20. Way Station by Clifford Simak
21. More Than Human by Theodore Sturgeon
22. Gray Lensman by E. E. “Doc” Smith *
23. The Gods Themselves by Isaac Asimov *
24. The Left Hand of Darkness by Ursula K. Le Guin
25. Behold the Man by Michael Moorcock
26. Star Maker by Olaf Stapledon
27. The War of the Worlds by H.G. Wells *
28. 20,000 Leagues Under the Sea by Jules Verne
29. Heritage of Hastur by Marion Zimmer Bradley
30. The Time Machine by H.G. Wells *
31. The Stars My Destination by Alfred Bester *
32. Slan by A.E. Van Vogt
33. Neuromancer by William Gibson *!
34. Ender’s Game by Orson Scott Card *!
35. In Conquest Born by C.S. Friedman *
36. Lord of Light by Roger Zelazny
37. Eon by Greg Bear *
38. Dragonflight by Anne McCaffrey *
39. Journey to the Center of the Earth by Jules Verne
40. Stranger in a Strange Land by Robert Heinlein *!
41. Cosm by Gregory Benford
42. The Voyage of the Space Beagle by A.E. Van Vogt
43. Blood Music by Greg Bear
44. Beggars in Spain by Nancy Kress
45. Omnivore by Piers Anthony *
46. I, Robot by Isaac Asimov *
47. Mission of Gravity by Hal Clement
48. To Your Scattered Bodies Go by Philip Jose Farmer
49. Brave New World by Aldous Huxley
50. The Man Who Folded Himself by David Gerrold
51. 1984 by George Orwell *!
52. The Strange Case of Dr. Jeckyl And Mr. Hyde by Robert Louis Stevenson
53. Snow Crash by Neal Stephenson *
54. Flesh by Philip Jose Farmer
55. Cities in Flight by James Blish *
56. Shadow of the Torturer by Gene Wolfe
57. Startide Rising by David Brin *
58. Triton by Samuel R. Delany
59. Stand on Zanzibar by John Brunner
60. A Clockwork Orange by Anthony Burgess
61. Fahrenheit 451 by Ray Bradbury *!
62. A Canticle for Leibowitz by Walter Miller *
63. Flowers for Algernon by Daniel Keyes *!
64. No Blade of Grass by John Christopher
65. The Postman by David Brin *
66. Dhalgren by Samuel Delany *
67. Berserker by Fred Saberhagen *!
68. Flatland by Edwin Abbot
69. Planiverse by A.K. Dewdney
70. Dragon’s Egg by Robert L. Forward *
71. Downbelow Station by C.J. Cherryh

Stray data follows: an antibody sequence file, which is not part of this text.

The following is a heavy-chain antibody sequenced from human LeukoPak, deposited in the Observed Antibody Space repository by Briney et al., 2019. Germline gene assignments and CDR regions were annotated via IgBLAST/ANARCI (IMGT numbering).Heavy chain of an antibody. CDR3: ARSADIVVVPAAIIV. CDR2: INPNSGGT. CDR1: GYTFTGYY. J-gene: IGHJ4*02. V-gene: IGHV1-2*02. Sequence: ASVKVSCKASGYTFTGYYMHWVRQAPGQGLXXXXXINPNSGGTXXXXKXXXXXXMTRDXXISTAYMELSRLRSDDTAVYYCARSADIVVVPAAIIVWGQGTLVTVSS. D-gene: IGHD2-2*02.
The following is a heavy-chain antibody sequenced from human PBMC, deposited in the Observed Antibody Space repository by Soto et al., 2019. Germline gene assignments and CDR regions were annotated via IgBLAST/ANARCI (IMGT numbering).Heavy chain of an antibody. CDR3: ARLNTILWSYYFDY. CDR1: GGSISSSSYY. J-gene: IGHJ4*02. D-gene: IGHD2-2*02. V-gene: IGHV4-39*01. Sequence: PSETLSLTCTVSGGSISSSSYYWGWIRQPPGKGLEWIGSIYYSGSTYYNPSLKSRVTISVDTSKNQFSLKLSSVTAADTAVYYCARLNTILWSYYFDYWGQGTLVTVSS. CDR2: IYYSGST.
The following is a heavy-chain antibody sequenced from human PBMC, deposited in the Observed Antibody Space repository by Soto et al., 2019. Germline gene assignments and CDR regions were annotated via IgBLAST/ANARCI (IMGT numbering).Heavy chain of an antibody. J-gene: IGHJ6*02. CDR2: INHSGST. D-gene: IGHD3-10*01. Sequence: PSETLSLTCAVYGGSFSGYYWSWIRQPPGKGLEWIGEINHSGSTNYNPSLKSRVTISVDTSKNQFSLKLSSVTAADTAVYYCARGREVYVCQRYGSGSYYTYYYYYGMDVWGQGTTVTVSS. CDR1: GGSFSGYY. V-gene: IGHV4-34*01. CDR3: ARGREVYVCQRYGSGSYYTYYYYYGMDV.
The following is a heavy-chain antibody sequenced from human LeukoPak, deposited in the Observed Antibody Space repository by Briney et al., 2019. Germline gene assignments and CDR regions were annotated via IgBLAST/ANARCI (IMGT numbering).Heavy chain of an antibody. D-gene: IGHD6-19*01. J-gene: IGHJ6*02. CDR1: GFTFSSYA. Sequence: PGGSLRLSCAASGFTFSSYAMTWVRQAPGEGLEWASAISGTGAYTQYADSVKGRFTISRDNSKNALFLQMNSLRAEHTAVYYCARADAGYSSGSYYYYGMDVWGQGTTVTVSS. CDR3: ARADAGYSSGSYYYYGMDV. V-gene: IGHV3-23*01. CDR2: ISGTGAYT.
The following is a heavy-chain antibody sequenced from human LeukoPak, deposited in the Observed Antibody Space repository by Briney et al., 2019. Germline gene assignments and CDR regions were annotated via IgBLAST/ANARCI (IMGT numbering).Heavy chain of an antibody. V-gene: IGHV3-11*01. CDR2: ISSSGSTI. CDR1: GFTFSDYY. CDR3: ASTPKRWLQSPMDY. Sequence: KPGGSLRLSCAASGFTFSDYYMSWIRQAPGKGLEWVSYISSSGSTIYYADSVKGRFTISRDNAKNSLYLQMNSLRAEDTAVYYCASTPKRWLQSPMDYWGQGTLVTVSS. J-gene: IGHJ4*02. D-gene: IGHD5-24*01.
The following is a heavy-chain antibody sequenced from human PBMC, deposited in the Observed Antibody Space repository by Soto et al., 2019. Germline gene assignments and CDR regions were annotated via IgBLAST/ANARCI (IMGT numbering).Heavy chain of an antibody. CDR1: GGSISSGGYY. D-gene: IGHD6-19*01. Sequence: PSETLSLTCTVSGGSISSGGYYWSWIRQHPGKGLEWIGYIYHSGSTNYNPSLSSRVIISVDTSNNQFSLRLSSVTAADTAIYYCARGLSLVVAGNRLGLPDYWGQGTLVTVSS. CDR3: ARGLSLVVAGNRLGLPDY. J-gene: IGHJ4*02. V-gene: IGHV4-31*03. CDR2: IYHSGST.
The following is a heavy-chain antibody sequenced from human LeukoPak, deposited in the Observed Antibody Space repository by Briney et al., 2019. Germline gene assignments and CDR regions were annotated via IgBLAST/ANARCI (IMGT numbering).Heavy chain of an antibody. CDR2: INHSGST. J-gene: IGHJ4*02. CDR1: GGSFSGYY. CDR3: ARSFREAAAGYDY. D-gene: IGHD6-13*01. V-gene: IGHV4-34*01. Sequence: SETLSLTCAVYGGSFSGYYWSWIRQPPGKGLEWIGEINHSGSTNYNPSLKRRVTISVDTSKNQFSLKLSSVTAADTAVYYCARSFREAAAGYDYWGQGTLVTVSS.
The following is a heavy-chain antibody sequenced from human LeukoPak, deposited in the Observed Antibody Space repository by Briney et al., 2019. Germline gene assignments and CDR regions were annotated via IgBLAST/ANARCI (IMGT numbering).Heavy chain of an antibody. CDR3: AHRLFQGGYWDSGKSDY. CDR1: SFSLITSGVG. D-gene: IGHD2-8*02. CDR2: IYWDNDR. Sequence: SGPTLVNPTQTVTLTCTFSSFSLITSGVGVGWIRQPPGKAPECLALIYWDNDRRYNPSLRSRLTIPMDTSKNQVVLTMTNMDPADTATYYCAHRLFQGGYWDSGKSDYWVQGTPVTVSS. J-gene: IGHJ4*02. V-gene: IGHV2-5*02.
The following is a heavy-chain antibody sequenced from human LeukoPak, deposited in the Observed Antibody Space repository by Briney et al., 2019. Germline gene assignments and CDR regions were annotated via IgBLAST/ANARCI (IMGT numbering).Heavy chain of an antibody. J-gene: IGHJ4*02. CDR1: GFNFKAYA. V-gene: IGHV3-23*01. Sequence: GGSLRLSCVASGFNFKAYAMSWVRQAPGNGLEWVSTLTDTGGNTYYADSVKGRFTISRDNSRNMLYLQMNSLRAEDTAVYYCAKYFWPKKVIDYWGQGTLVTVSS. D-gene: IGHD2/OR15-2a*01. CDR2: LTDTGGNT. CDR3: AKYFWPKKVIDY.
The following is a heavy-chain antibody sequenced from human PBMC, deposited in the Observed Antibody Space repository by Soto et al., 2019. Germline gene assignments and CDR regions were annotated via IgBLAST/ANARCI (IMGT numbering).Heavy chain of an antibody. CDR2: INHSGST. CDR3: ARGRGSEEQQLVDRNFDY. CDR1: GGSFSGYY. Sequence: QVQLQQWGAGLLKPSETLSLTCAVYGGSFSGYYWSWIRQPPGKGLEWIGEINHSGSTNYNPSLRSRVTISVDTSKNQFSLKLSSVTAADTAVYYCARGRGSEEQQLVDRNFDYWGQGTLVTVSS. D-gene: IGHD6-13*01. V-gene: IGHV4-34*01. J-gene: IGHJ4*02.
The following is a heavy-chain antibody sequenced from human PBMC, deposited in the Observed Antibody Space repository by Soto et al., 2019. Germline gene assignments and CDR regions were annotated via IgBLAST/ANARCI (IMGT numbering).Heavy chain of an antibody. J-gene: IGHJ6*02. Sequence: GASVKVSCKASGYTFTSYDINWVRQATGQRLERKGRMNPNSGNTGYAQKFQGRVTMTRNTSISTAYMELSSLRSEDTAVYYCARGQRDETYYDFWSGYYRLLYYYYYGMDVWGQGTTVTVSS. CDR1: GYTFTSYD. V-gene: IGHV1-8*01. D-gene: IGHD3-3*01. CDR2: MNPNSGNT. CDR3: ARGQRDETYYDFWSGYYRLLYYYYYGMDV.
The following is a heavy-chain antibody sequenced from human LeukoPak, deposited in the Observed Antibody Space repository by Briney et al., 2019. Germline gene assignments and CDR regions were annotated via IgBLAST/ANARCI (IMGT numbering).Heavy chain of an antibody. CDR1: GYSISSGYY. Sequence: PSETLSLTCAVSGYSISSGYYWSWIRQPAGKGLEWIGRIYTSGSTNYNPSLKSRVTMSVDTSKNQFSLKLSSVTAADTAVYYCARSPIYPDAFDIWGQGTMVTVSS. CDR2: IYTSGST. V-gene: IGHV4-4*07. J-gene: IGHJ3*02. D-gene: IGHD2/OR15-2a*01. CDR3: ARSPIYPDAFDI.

72. Dawn by Octavia E. Butler
73. Puppet Masters by Robert Heinlein *
74. The Doomsday Book by Connie Willis *
75. Forever War by Joe Haldeman *!
76. Deathbird Stories by Harlan Ellison
77. Roadside Picnic by Boris Strugatsky & Arkady Strugatsky
78. The Snow Queen by Joan Vinge
79. The Martian Chronicles by Ray Bradbury *!
80. Drowned World by J.G. Ballard
81. Cat’s Cradle by Kurt Vonnegut
82. Red Mars by Kim Stanley Robinson *
83. Upanishads by Various
84. Alice in Wonderland by Lewis Carroll
85. Hitchhiker’s Guide to the Galaxy by Douglas Adams *!
86. The Lathe of Heaven by Ursula K. Le Guin *!
87. The Midwich Cuckoos by John Wyndham
88. Mutant by Henry Kuttner
89. Solaris by Stanislaw Lem
90. Ralph 124C41+ by Hugo Gernsback
91. I Am Legend by Richard Matheson
92. Timescape by Gregory Benford
93. The Demolished Man by Alfred Bester
94. War with the Newts by Karl Kapek
95. Mars by Ben Bova *
96. Brain Wave by Poul Anderson
97. Hyperion by Dan Simmons *
98. The Andromeda Strain by Michael Crichton *!
99. Camp Concentration by Thomas Disch
100. A Princess of Mars by Edgar Rice Burroughs
(* indicates that I've read it, ! indicates that I heartily recommend it.)
Well, perusing this list I see that I've read (carry the one...) 41 of the recommended 100. I notice that some of these are short-stories or novellas (unless the authors went back and made full-length novels of them, as I know Orson Scott Card did with Ender's Game). Some of these I know I've read, but couldn't give you a synopsis without checking the link. Some of them still burn brightly in my memory. Some of these I've read quite recently. For example, I finished The Earth Abides (#10) just last Friday. I picked it up in Barnes & Noble a couple of weeks ago on a whim. James Blish's A Case of Conscience I read about six months ago. I picked it up in the local used book store.
Many of these books, I'm afraid, have suffered somewhat from age. The Earth Abides was published in 1954, and it's an interesting look into the worldview of the time, but some of the scenes jangle from being fifty years old. The Gray Lensman (#22) is classic space-opera - and just not my style. But most of these, I'll bet, hold their own, regardless of age. I never tire of re-reading DUNE (#3), or Starship Troopers (#5). Everyone, I'm sure, has some argument with some selection on the list. Mine is with Dhalgren (#66). I really shouldn't say I've read it, since I quit about 2/3rds of the way through. My brother got to the next to last page and quit.
Whatever people see in it eludes me.
I would have put The Moon is a Harsh Mistress on the list LONG before The Puppet Masters (#73). I've read pretty much everything Heinlein wrote, and IMHO Mistress is a far better and more important work.
Now, if I'm going to recommend one book for someone with little to no experience in Science Fiction, it's going to be an anthology of short stories and novellas - The Science Fiction Hall of Fame, Vol. I. It contains Flowers for Algernon, (#63) and 25 other superlative pieces, most by authors mentioned above. Thankfully, it's back in print again (as I hug my 1970 edition hardcover copy.)
One thing I can say, I need to read some more of Philip K. Dick. All I've read of his work is Do Androids Dream of Electric Sheep, the novel that inspired the film Bladerunner.
In case you haven't noticed, I love Science Fiction.